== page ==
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How Saudi Arabia plans to privatise its sports teams

Saudi Arabia flag on football
Friday, 10 February 2017 By Steve Bainbridge, Ahmad Ayoub

Sports in the Kingdom of Saudi Arabia (“KSA”) first and foremost means football. Sports clubs in KSA typically sustain and manage teams across a number of sports, as their mandate has historically been to develop and promote broader athletic pursuits rather than just single-sport success. However, there can be no doubting that football takes prime place in terms of public interest, the pursuit of excellence and commercialization of sporting endeavors. 

By way of background, the Saudi national team is one of the most successful national teams in Asia. The team has won the Asian Championship three times and has qualified for the FIFA World Cup four times, the first of which was in 1994.[1] Likewise, the Saudi Football League has been ranked 24th by the International Federation of Football History & Statistics (IFFHS) in 2014.[2] Al Hilal FC has tallied a record of forty-three domestic titles as well as six trophies in various Asian championships, and a record of eight Arab championships.[3] Similarly, Al Nassr FC holds the distinction of being the first Asian club to play on an international level.[4] Both teams are considered to be amongst the leading football clubs in Asia.

How nations go about organizing sporting pursuits and particularly what legal status and forms are chosen to manage their sports clubs can be a complex matter, including elements of history, culture, resources and administrative goals. This article considers the organization of sports in KSA. Specifically, it looks at the government’s plans for the privatization of sports clubs; or, put another way, the transfer of operational and financial control from government hands to the private sector. Particular focus is given throughout the article to football clubs give their high profile.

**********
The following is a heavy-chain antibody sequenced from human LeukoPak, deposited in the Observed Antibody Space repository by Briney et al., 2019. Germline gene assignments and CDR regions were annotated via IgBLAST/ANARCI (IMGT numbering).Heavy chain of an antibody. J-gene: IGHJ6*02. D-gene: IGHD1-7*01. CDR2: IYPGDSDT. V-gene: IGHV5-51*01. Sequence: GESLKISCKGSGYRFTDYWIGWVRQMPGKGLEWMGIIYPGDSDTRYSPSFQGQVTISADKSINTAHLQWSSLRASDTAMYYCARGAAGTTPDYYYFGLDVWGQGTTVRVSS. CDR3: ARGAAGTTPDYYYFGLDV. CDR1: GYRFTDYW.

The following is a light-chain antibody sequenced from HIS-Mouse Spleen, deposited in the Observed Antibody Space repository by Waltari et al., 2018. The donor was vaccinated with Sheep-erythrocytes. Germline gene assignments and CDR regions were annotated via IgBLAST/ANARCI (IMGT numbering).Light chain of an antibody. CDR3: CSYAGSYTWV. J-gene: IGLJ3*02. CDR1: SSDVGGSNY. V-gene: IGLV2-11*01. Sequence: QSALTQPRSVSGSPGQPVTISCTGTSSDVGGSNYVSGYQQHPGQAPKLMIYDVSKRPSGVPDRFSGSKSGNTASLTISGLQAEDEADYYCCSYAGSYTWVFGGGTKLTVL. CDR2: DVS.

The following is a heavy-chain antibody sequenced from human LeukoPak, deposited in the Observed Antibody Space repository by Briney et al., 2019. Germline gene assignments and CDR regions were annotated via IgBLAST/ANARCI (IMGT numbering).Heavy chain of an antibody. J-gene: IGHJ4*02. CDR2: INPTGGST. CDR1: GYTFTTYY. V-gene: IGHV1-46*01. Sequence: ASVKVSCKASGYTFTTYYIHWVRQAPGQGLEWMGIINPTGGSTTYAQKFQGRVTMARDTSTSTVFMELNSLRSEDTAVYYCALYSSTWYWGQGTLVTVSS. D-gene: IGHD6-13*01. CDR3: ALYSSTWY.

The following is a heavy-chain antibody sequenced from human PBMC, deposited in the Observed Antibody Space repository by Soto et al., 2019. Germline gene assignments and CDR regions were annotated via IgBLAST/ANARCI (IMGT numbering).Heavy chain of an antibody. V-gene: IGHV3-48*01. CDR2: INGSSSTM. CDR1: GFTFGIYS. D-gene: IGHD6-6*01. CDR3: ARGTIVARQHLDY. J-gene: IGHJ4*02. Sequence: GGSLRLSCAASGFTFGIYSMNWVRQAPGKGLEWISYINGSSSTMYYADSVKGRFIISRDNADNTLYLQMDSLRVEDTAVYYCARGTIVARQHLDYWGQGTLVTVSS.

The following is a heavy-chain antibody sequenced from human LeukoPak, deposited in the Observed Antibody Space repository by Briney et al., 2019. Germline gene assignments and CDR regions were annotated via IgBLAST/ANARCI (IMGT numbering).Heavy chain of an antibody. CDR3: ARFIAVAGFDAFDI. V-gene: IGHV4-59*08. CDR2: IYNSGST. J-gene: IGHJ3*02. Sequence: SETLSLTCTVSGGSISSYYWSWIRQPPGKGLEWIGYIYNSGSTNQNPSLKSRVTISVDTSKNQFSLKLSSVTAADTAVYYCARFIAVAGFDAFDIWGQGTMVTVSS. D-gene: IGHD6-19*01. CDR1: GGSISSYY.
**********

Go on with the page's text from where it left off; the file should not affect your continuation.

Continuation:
Privatization of sports clubs in this manner will be a new concept to many readers, so the following key points will be examined in turn:

  • Background to privatization of football clubs in KSA;

  • Structural developments enabling football privatization in KSA;

  • Mechanisms and procedures for privatization;

  • Potential challenges of privatization;

  • Author’s comments

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Written by

Steve Bainbridge

Steve Bainbridge

Steve Bainbridge is a partner in the Squire Patton Boggs Dubai office. 

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Ahmad Ayoub

Ahmad Ayoub

Ahmad Ayoub is a Trainee Lawyer in Al Tamimi & Company’s Corporate & Commercial Department.

He specialises in corporate and commercial work, M&A transactions as well as corporate restructuring, incorporation/ transfer of incorporation of entities in/to the Dubai International Financial Centre (DIFC).

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